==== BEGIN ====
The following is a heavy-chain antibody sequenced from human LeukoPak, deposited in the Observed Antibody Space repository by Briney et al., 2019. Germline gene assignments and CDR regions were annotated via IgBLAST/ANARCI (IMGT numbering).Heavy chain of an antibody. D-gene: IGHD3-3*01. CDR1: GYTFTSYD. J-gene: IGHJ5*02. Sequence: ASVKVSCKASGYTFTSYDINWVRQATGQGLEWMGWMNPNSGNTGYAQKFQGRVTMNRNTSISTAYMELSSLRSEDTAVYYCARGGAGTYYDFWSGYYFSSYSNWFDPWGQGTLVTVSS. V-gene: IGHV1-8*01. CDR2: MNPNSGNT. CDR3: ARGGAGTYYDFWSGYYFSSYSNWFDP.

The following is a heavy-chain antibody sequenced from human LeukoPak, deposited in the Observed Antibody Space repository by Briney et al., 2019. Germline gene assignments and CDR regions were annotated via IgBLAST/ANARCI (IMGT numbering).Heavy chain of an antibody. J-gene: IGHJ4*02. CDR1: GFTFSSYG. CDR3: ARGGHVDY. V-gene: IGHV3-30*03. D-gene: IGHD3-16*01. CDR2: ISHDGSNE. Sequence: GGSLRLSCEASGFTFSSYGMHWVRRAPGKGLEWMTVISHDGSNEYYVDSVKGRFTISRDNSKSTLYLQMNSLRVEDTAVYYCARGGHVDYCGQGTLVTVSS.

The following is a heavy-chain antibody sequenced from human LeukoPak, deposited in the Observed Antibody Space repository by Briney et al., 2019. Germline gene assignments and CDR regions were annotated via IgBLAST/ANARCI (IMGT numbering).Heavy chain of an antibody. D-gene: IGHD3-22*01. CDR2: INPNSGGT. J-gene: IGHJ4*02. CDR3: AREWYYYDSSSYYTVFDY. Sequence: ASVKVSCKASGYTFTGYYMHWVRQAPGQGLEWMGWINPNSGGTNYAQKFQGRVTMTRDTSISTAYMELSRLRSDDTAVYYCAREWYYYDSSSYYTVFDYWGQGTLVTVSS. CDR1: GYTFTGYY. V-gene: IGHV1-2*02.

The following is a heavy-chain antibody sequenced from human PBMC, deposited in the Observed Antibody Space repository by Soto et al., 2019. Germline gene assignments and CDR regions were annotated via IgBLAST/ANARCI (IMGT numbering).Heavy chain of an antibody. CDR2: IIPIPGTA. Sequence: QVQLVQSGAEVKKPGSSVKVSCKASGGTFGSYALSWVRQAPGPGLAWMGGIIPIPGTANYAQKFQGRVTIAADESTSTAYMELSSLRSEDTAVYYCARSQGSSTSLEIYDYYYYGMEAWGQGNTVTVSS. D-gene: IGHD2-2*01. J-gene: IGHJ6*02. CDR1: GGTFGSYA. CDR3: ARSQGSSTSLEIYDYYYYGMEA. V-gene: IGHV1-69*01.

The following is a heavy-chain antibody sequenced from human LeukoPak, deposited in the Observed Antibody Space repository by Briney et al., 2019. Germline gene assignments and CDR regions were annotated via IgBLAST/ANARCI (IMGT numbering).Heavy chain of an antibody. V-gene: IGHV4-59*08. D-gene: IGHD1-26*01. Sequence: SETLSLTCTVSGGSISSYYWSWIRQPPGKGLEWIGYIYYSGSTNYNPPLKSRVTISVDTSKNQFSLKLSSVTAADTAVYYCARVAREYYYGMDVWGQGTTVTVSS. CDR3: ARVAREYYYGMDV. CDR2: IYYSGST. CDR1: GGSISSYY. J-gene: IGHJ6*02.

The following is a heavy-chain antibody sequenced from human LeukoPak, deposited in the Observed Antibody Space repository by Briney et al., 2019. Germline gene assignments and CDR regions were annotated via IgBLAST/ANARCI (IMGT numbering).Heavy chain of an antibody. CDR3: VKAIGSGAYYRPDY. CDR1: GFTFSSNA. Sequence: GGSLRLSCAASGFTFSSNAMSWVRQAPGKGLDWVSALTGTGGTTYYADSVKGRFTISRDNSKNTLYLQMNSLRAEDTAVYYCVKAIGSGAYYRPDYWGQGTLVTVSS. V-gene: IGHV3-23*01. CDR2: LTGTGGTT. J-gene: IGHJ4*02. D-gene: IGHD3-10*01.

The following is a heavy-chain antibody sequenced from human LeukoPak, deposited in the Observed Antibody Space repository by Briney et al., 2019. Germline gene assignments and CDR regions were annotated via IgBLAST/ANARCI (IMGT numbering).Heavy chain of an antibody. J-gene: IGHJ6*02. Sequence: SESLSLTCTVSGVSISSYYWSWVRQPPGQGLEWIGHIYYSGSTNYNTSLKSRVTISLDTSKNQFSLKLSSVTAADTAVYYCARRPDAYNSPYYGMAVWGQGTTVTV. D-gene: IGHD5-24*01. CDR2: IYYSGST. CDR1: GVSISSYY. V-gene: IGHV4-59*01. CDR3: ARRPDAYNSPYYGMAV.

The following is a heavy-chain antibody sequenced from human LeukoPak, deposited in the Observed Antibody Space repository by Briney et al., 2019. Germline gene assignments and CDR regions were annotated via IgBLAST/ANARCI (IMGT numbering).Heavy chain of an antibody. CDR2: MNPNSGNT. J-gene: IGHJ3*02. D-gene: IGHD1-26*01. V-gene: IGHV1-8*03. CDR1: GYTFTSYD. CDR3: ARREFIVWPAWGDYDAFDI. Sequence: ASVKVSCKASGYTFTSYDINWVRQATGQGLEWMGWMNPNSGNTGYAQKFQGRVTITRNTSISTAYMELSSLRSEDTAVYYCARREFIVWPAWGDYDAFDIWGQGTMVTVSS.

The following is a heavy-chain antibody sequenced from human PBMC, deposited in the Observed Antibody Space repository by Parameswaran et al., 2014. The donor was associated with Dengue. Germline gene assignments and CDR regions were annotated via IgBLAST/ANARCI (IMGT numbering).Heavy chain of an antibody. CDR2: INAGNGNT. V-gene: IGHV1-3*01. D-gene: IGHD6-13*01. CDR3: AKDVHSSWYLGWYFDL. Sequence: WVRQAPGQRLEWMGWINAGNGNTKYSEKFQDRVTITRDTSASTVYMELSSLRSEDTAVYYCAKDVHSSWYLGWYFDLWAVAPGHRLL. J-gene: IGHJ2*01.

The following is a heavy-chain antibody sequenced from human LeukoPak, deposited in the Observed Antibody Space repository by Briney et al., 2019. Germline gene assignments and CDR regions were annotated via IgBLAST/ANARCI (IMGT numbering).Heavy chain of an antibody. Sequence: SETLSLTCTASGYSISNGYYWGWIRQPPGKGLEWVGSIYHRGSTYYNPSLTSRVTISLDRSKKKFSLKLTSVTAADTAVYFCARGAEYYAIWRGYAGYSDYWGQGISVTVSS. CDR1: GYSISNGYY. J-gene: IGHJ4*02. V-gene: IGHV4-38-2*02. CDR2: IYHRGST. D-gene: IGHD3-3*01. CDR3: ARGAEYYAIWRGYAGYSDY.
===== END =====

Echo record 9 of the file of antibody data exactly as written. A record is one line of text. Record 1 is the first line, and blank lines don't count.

The following is a heavy-chain antibody sequenced from human PBMC, deposited in the Observed Antibody Space repository by Parameswaran et al., 2014. The donor was associated with Dengue. Germline gene assignments and CDR regions were annotated via IgBLAST/ANARCI (IMGT numbering).Heavy chain of an antibody. CDR2: INAGNGNT. V-gene: IGHV1-3*01. D-gene: IGHD6-13*01. CDR3: AKDVHSSWYLGWYFDL. Sequence: WVRQAPGQRLEWMGWINAGNGNTKYSEKFQDRVTITRDTSASTVYMELSSLRSEDTAVYYCAKDVHSSWYLGWYFDLWAVAPGHRLL. J-gene: IGHJ2*01.